Many devotees of golf argue that one is never too young to begin a lifetime acquaintance with the game. The earlier one begins to master the basics of the sport, these golfers maintain, the easier it will be to acquire the essential habits and patterns that make for continued success on the golf course.
One of the prerequisites for promoting an early start was golf equipment appropriately sized for the smaller stance and shorter reach of a boy or girl. By the 1920s, the Burke Golf Company of Newark, Ohio, along with other leading golf equipment manufacturers, was marketing sets of clubs especially designed to accommodate the needs and stature of younger golfers.
Books have also played a key role in initiating boys and girls into the joys and challenges of the game. T. Henry Cotton's Golf; Being a Short Treatise for the Use of Young People . . . (1931) and O. B. Keeler's The Boys' Life of Bobby Jones (1931) were two early attempts to interest young people in the game at its best. Books published by two writers with names familar in Chicago, champion golfer Chick Evans and journalist Robert A. Cromie, made equally imaginative efforts to draw young readers into an understanding of the game. Eddie Merrins and Michael McTeigue, in their Golf for the Young (1983) avoided condescending to younger players and explained the finer points of the game in terms adults would find familiar.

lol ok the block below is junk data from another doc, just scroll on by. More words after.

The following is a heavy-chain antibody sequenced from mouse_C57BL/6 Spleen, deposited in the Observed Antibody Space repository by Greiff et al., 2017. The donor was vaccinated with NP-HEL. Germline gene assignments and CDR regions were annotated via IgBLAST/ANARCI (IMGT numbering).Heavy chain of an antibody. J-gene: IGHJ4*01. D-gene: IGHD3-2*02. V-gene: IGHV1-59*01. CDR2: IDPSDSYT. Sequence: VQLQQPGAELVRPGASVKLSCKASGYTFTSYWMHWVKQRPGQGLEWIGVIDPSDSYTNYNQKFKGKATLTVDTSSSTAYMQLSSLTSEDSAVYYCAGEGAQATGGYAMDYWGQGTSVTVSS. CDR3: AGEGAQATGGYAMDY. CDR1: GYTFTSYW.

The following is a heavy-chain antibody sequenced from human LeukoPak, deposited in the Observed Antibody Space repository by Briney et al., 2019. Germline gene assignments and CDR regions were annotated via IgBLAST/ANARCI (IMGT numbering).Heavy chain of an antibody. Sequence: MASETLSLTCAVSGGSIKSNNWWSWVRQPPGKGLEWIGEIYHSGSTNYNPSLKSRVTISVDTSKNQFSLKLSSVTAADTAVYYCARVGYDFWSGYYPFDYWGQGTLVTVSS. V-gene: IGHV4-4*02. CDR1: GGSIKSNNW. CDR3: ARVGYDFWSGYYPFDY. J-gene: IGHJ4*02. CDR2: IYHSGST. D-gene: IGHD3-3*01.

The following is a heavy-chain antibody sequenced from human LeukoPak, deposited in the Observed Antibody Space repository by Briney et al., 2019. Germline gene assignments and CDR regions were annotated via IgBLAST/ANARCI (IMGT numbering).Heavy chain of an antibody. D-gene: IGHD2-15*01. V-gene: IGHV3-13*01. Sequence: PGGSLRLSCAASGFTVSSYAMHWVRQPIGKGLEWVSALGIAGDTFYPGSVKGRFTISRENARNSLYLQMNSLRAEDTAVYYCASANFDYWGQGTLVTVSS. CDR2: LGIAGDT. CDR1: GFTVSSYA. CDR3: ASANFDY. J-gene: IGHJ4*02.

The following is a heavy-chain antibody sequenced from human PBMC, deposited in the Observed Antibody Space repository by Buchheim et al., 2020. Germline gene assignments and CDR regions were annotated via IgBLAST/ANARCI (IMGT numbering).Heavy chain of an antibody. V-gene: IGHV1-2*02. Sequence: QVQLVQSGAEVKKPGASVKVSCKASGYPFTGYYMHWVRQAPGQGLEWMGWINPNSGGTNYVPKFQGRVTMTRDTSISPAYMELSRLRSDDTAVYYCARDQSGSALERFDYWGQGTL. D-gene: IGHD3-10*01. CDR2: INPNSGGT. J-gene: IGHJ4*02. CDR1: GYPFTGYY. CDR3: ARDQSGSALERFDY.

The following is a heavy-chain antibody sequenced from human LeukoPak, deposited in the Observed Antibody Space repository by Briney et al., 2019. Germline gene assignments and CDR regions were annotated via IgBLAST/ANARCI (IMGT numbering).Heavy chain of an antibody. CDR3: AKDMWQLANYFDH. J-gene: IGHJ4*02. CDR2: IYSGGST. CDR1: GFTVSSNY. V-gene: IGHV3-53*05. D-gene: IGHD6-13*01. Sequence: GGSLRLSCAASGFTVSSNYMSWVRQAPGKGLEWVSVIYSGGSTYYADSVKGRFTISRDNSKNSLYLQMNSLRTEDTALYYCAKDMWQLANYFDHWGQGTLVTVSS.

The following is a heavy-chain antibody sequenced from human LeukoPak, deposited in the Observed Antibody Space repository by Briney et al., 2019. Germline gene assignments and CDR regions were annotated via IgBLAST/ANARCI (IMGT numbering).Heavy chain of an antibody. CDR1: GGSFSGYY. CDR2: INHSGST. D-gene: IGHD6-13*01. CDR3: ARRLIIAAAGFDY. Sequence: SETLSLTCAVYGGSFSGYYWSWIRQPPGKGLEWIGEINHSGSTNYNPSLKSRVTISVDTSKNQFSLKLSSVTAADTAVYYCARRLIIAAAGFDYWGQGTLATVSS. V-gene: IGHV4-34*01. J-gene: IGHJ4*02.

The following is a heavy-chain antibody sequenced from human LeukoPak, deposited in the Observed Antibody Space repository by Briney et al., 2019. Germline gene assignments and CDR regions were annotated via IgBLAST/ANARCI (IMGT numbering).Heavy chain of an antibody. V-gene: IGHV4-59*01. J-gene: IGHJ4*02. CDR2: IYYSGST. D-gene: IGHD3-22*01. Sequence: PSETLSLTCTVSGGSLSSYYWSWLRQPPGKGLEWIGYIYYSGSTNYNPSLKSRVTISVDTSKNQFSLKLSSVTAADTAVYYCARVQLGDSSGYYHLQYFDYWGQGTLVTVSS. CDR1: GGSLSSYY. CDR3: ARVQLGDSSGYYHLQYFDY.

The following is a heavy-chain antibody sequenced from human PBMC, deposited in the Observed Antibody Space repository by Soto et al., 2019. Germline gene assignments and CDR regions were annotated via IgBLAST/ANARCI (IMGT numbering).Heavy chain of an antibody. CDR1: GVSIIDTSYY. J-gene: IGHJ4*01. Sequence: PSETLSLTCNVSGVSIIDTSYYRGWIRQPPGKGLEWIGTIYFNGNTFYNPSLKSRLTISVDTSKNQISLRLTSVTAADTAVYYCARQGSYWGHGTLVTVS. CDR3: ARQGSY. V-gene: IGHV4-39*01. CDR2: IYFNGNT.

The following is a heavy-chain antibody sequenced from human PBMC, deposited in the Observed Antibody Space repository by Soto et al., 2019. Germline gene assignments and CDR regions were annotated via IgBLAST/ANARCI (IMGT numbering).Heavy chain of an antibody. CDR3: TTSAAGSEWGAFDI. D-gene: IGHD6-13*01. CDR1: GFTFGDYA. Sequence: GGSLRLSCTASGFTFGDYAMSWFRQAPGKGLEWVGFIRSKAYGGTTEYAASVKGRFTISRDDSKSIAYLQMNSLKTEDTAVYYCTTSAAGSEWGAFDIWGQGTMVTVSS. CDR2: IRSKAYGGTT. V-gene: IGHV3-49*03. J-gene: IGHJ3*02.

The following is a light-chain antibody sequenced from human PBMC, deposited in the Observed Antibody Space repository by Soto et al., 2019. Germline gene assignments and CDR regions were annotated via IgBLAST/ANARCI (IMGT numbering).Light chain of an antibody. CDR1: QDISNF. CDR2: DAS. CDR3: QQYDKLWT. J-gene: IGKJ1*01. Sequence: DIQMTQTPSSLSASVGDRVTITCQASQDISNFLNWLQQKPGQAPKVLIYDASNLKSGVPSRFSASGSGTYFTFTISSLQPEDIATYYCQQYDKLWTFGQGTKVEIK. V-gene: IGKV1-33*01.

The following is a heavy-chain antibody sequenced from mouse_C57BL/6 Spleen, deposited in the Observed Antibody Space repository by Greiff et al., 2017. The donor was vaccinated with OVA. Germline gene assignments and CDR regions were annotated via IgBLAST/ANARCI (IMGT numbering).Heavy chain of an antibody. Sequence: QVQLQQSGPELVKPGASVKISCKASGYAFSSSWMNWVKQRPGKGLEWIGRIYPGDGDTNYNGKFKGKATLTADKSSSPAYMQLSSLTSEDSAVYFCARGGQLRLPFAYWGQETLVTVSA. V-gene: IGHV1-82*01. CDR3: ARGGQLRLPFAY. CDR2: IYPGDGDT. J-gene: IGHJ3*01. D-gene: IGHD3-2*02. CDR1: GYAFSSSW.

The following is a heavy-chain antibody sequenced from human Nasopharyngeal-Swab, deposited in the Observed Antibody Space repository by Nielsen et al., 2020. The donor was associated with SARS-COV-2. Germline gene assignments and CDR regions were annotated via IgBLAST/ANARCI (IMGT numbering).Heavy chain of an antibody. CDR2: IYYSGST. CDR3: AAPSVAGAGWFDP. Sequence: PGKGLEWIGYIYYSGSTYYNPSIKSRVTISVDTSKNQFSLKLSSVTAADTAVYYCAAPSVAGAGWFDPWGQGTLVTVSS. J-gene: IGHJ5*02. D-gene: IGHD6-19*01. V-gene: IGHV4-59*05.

Behind every successful child golfer there is undoubtedly a dedicated
parent. Dave Bauer, in recounting Golf Techniques of the Bauer Sisters .
. . (1951) cannot refrain from expressing the pride he feels in
coaching his two girls, Alice and Marlene, to outstanding performances
on the golf course. "Petite, trim, 105-pound" Alice, he reports in the
opening pages of his book, is "booming drives 225 yards down the
fairway," while "pretty, girlish" Marlene is "shooting a 66 from men's
tees over a championship course." For the golf enthusiast, there could
be no better argument for an early start.